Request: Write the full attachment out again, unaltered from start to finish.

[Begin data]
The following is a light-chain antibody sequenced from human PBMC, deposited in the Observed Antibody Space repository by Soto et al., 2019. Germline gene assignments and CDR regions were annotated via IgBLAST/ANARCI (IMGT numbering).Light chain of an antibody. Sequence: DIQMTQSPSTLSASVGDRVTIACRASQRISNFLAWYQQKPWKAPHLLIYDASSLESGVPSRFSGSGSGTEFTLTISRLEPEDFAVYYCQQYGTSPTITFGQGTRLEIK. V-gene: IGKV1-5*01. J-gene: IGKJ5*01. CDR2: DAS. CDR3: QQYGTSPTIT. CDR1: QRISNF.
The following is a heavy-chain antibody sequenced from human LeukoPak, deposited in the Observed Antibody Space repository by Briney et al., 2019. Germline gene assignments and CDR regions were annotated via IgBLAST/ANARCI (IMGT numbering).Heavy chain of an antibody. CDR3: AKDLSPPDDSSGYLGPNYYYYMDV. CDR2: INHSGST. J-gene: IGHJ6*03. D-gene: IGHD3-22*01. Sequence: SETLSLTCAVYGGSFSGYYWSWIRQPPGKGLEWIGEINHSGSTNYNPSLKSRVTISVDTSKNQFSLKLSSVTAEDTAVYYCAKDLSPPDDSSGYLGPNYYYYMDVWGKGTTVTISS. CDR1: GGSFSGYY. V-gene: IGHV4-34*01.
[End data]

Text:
The following is a light-chain antibody sequenced from human PBMC, deposited in the Observed Antibody Space repository by Soto et al., 2019. Germline gene assignments and CDR regions were annotated via IgBLAST/ANARCI (IMGT numbering).Light chain of an antibody. Sequence: DIQMTQSPSTLSASVGDRVTIACRASQRISNFLAWYQQKPWKAPHLLIYDASSLESGVPSRFSGSGSGTEFTLTISRLEPEDFAVYYCQQYGTSPTITFGQGTRLEIK. V-gene: IGKV1-5*01. J-gene: IGKJ5*01. CDR2: DAS. CDR3: QQYGTSPTIT. CDR1: QRISNF.
The following is a heavy-chain antibody sequenced from human LeukoPak, deposited in the Observed Antibody Space repository by Briney et al., 2019. Germline gene assignments and CDR regions were annotated via IgBLAST/ANARCI (IMGT numbering).Heavy chain of an antibody. CDR3: AKDLSPPDDSSGYLGPNYYYYMDV. CDR2: INHSGST. J-gene: IGHJ6*03. D-gene: IGHD3-22*01. Sequence: SETLSLTCAVYGGSFSGYYWSWIRQPPGKGLEWIGEINHSGSTNYNPSLKSRVTISVDTSKNQFSLKLSSVTAEDTAVYYCAKDLSPPDDSSGYLGPNYYYYMDVWGKGTTVTISS. CDR1: GGSFSGYY. V-gene: IGHV4-34*01.